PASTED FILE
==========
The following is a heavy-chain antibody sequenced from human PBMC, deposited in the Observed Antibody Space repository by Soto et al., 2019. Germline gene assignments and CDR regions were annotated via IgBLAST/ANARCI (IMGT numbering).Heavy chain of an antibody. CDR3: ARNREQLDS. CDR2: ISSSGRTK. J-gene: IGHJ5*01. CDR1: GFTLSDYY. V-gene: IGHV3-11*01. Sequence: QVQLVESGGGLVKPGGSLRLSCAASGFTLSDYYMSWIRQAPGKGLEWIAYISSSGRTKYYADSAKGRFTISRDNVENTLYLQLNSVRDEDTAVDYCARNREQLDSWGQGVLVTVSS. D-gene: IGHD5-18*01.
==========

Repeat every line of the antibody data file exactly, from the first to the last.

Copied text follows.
The following is a heavy-chain antibody sequenced from human PBMC, deposited in the Observed Antibody Space repository by Soto et al., 2019. Germline gene assignments and CDR regions were annotated via IgBLAST/ANARCI (IMGT numbering).Heavy chain of an antibody. CDR3: ARNREQLDS. CDR2: ISSSGRTK. J-gene: IGHJ5*01. CDR1: GFTLSDYY. V-gene: IGHV3-11*01. Sequence: QVQLVESGGGLVKPGGSLRLSCAASGFTLSDYYMSWIRQAPGKGLEWIAYISSSGRTKYYADSAKGRFTISRDNVENTLYLQLNSVRDEDTAVDYCARNREQLDSWGQGVLVTVSS. D-gene: IGHD5-18*01.